Collaboration in Civic Spheres

State wants public comment on pocket gopher recovery plan

by Matt Rosenberg February 12th, 2013

Some 6,000 years ago in what became Oregon, volcanic Mount Mazama erupted. That carved out Crater Lake, from around where later originated Thomomys mazama, or the Mazama pocket gopher. It thrived in western Oregon, western Washington and northern California. But the advance of man has spelled trouble for this five-and-a-half-inch long, prominently-incisored rodent – which helps wildflowers grow and provides shelter for salamanders and Western Toads. By year’s end the U.S. government may designate four of its subspecies as officially threatened in Washington. The state has already listed it as threatened, in 2006, and recently released a draft recovery plan upon which public comment can be submitted through April 19.

Largely gone missing
A map (below) from the draft recovery plan by the Washington Department of Fish and Wildlife shows some of 950 locations surveyed statewide for the Mazama pocket gopher in 2012, emphasizing the south Puget Sound Region, where it has been most concentrated. But it was evident only in a small percentage of the sites, confirming what researchers say has been an ongoing decline – “as suitable habitat has been lost to development or degraded by Scotch Broom and succession to forest.”

From Draft Mazama Pocket Gopher Status Update and Recovery Plan, Washington Department of Fish and Wildlife

Legal protections for the pocket gopher are no joke
The Mazama pocket gopher in Washington has been especially concentrated in Pierce, Mason and Thurston counties, where it has been legally designated in the critical area ordinance of each as a “species of local importance.” This means that land clearing and development which might affect its population levels requires an impact assessment, a permit from the county or a city, and mitigation if potential impacts are identified.

Unfolding WA population explosion could further challenge the pocket gopher
This gopher species favors prairie, savannah and sandy loam, but DFW writes in the recovery plan that “trends in human population suggest that available habitat and quality of habitat will continue to decline without careful management of conflicting uses,” as population in Washington state grows from a U.S. Census estimate of more than 6.8 million now to 7.7 million by 2020 and 11 million by about 2050.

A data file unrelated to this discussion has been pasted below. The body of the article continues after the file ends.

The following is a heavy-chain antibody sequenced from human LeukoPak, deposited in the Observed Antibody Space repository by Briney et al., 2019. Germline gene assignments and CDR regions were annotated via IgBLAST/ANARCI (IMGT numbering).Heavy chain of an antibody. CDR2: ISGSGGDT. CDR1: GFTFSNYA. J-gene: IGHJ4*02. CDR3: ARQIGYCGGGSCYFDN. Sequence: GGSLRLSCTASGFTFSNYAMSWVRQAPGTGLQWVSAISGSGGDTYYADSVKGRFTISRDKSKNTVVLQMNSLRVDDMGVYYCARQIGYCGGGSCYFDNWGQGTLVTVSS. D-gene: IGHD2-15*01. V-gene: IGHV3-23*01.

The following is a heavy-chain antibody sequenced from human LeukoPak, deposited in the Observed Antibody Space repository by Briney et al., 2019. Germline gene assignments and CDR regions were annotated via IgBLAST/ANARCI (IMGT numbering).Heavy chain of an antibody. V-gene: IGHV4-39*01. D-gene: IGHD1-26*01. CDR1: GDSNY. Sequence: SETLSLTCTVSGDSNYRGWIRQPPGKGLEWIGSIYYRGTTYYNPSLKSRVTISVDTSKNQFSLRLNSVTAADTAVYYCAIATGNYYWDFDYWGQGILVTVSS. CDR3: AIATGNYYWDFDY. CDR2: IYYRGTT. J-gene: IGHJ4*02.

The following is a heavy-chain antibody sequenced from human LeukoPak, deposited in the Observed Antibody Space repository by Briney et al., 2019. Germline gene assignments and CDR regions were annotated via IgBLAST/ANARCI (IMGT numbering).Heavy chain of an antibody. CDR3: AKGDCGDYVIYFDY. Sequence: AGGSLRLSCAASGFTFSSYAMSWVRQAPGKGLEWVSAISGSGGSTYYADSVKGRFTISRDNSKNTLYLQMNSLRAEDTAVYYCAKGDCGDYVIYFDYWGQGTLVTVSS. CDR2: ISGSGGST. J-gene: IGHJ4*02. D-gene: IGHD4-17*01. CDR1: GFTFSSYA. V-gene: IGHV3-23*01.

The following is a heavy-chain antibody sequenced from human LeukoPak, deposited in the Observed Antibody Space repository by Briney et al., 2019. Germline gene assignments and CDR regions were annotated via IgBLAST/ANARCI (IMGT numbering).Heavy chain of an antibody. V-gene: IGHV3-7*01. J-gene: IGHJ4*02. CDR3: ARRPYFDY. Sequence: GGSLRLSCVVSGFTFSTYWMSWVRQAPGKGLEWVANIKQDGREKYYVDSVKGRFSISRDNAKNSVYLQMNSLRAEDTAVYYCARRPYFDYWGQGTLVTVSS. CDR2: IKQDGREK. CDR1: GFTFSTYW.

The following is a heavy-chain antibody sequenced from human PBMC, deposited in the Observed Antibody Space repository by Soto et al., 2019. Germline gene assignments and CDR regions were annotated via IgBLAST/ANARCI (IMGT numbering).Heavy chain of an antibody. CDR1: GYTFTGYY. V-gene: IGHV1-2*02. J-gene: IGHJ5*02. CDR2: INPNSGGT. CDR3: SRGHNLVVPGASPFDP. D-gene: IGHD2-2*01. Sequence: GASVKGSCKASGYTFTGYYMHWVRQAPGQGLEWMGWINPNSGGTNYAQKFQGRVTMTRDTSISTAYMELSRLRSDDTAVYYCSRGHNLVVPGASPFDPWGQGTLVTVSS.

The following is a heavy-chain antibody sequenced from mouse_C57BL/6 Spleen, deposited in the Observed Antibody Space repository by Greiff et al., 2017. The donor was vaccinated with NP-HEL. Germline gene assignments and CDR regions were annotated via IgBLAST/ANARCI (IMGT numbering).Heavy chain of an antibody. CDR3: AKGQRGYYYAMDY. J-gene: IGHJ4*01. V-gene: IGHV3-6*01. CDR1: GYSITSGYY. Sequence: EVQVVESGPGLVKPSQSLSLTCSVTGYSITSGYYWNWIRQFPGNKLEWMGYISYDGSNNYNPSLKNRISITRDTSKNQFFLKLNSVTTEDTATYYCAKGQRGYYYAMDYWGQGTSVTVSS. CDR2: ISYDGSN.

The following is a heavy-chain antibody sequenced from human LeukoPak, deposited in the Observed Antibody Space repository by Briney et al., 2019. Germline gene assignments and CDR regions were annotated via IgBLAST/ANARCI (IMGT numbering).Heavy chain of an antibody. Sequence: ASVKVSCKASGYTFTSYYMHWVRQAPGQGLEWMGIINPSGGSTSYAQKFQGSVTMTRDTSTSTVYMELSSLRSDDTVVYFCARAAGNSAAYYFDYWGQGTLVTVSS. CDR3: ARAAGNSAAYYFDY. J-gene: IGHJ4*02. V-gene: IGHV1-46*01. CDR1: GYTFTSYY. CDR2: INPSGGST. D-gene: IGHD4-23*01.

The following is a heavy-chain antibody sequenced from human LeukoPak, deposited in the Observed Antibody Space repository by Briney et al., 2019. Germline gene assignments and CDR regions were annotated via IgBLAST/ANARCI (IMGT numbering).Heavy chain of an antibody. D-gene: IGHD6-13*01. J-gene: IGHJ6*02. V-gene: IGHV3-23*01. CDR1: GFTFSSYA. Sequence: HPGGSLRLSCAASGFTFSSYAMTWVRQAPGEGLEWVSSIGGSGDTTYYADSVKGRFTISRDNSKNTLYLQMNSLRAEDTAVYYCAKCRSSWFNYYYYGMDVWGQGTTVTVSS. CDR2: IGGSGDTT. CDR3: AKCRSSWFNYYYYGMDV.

Prairie habitat is vanishing due in large part to housing development, DFW writes, and Thurston County alone by 2040 will absorb 170,000 more people, requiring another 50,000 detached single-family housing units and more than 25,000 units in multi-family complexes.

From Draft Mazama Pocket Gopher Status Update and Recovery Plan, Washington Department of Fish and Wildlife

10-year recovery test seen in Pierce, Mason and Thurston counties
The draft recovery plan focuses on seven areas within Mason, Pierce and mainly Thurston counties. The Mazama pocket gopher could be “downlisted” from “threatened” to “sensitive” status if a stable or growing population of the species can be maintained in those zones for 10 years; and related conservation agreements can be put in place to preserve and connect the habitats. If this occurs, then a management plan would be drafted to help preserve the species in those places.

State: partnerships key to recovery
The state’s draft recovery plan specifies that “recovery will involve partnerships with landowners, federal, state, and local agencies, and private conservation organizations. Incentive programs and partnerships are recommended to facilitate the maintenance of functional pocket gopher habitat in rural residential and agricultural areas with the help of private landowners.” More details are provided in the 100-page draft plan.

Public comments will be accepted through April 19 by either email at TandEpubliccomment@dfw.wa.gov or by post at Endangered Species Section, Washington Department of Fish and Wildlife, 600 Capitol Way North, Olympia, WA, 98501-1091.

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